What this euphemistic language means is that whatever a candidate’s previous positions on abortion and gay rights – Rudy Giuliani, for instance, has supported both – the leaders of the religious conservative movement have exacted commitments from all the Grand Old Party candidates to appoint the kind of judges they want, and that matters far more than past positions.
There’s more. Healthcare is a priority in this election. But to hear these Republicans, you’d never know it. Their healthcare plans range from cynical to inadequate. Climate change? They barely acknowledge the problem and are particularly loath to acknowledge that human activity has contributed to it. They continue to insist, as Republicans since Ronald Reagan have, that the only real domestic enemy the American people face is the federal government, which they continue to want to starve.
Of course, the GOP candidates are not coming out and saying they are going to continue George Bush’s policies. From what I’ve seen (from a distance, here in New York), they are pretending George Bush doesn’t exist. But they’re singing the same old song Republicans have been singing since Reagan — cut taxes, shrink government, love God, hate minorities, and kick foreign ass.
These viewpoints long have been sponsored by the Moneyed Elite, who have used their vast media infrastructure to persuade un-elite Americans that these are the opinions they should have, too. And they’ve gotten away with this for a long time. But E.J. Dionne says there’s a different wind blowing in Iowa:
Us-vs.-them economic rhetoric is often said to be out of date, impractical, even dangerous. But in the closing days of a very tight race, Edwards has his opponents, particularly Barack Obama, scrambling to make sure a trial lawyer from North Carolina does not corner the market on populism.
Obama is vying with Edwards for the non-Clinton vote, and the Illinois senator was on the air yesterday with an Edwards-like television ad assailing the flow of American jobs abroad. Obama spoke last week of “Maytag workers who labored all their lives only to see their jobs shipped overseas; who now compete with their teenagers for $7-an-hour jobs at Wal-Mart.” He had heard from seniors “who were betrayed by CEOs who dumped their pensions while pocketing bonuses, and from those who still can’t afford their prescriptions because Congress refused to negotiate with the drug companies for the cheapest available price.”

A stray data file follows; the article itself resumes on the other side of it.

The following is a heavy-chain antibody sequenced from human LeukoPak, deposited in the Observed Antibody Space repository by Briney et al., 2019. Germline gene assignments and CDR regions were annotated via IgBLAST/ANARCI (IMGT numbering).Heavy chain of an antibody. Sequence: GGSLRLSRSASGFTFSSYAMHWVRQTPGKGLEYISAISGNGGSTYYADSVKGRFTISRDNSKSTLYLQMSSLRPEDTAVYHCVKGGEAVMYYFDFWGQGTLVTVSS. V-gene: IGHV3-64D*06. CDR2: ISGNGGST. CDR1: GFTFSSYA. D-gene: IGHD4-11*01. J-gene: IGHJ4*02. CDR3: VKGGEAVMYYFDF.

Even Hillary Clinton, whose discourse is typically longer on policy details than egalitarian wrath, told an appreciative crowd in Story City last week that the “interests of working middle-class families” had been “subordinated to the interests of the wealthy and well-connected” and that the Bush administration acted on the mortgage crisis “only after Wall Street began to feel the credit crunch.” She promised to “end the student loan industry’s scams, which have ripped off families” and condemned “no-bid contracts,” “cronyism” and “corruption.”
Since the Reagan era, the heroes of the nation’s economic story have been valiant entrepreneurs who “took risks” and “created wealth.” This narrative advanced the Republican cause and seeped deeply into the Democratic Party. If Iowa is any indication, there is a new narrative in which the old heroes are cast as the goats of the story and the new heroes are people like “the guy in Orange City.” There is a thunder out of Iowa, and it is shaking both parties.
Of course, the majority of the punditocracy, especially the ones who are incessantly on television, will not notice this trend. They will continue to insist the American people want tax cuts more than they want health care, and if economic populism does determine the outcome of the 2008 elections, the bobbleheads will be caught totally off guard. And then they’ll come up with a reason why the elections weren’t really determined by economic populism. Just watch.
What is harder to predict is what will happen to the GOP if it loses the White House and more seats in Congress by a decisive margin in November. In a normal world, such a defeat would cause a massive re-alignment of power within the Republican Party, allowing “moderate” (i.e., possibly not crazy) Republicans to come to the forefront and take over party leadership. But the Moneyed Elite will still own the party, so it’s possible that can’t happen no matter what.